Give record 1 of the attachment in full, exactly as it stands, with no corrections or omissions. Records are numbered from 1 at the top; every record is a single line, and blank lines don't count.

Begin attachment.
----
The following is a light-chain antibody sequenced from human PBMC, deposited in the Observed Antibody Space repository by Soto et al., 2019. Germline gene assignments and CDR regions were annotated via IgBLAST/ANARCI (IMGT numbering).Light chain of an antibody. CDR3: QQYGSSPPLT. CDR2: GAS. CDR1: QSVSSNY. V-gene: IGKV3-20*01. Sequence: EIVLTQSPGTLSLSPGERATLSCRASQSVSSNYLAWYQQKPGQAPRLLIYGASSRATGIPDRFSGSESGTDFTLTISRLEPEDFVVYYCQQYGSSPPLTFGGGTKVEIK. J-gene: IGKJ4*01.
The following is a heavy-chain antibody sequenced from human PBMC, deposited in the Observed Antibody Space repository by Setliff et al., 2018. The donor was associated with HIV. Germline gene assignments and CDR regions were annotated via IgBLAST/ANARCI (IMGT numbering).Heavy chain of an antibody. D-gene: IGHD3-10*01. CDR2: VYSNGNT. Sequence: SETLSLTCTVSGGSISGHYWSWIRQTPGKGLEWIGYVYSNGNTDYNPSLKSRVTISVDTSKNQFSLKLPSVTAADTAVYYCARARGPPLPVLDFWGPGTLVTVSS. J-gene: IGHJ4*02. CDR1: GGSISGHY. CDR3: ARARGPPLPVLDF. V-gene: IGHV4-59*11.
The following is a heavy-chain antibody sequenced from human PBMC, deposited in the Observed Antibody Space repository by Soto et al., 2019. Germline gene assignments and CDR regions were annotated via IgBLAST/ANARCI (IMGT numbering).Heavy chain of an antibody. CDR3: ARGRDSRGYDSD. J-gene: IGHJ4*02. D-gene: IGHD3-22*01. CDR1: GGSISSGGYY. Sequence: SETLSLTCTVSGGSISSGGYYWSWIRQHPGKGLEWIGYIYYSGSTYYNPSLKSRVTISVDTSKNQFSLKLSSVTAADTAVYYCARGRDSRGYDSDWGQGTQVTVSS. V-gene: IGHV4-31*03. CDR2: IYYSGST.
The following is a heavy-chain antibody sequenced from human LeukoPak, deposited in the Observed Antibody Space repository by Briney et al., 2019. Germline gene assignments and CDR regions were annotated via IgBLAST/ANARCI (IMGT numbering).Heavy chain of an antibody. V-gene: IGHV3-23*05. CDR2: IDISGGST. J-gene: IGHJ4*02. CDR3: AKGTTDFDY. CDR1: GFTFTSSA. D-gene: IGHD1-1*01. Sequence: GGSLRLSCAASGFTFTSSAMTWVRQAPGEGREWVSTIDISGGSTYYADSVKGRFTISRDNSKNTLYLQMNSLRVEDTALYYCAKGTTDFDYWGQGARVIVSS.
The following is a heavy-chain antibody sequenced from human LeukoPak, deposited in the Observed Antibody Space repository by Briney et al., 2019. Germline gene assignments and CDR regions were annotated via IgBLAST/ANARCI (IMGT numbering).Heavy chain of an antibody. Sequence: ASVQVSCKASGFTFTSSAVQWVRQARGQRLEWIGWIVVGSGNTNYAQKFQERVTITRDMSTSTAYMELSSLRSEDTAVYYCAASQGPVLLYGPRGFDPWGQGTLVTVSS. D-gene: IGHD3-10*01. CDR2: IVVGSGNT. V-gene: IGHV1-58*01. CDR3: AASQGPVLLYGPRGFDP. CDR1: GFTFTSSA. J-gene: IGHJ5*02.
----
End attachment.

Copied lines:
The following is a light-chain antibody sequenced from human PBMC, deposited in the Observed Antibody Space repository by Soto et al., 2019. Germline gene assignments and CDR regions were annotated via IgBLAST/ANARCI (IMGT numbering).Light chain of an antibody. CDR3: QQYGSSPPLT. CDR2: GAS. CDR1: QSVSSNY. V-gene: IGKV3-20*01. Sequence: EIVLTQSPGTLSLSPGERATLSCRASQSVSSNYLAWYQQKPGQAPRLLIYGASSRATGIPDRFSGSESGTDFTLTISRLEPEDFVVYYCQQYGSSPPLTFGGGTKVEIK. J-gene: IGKJ4*01.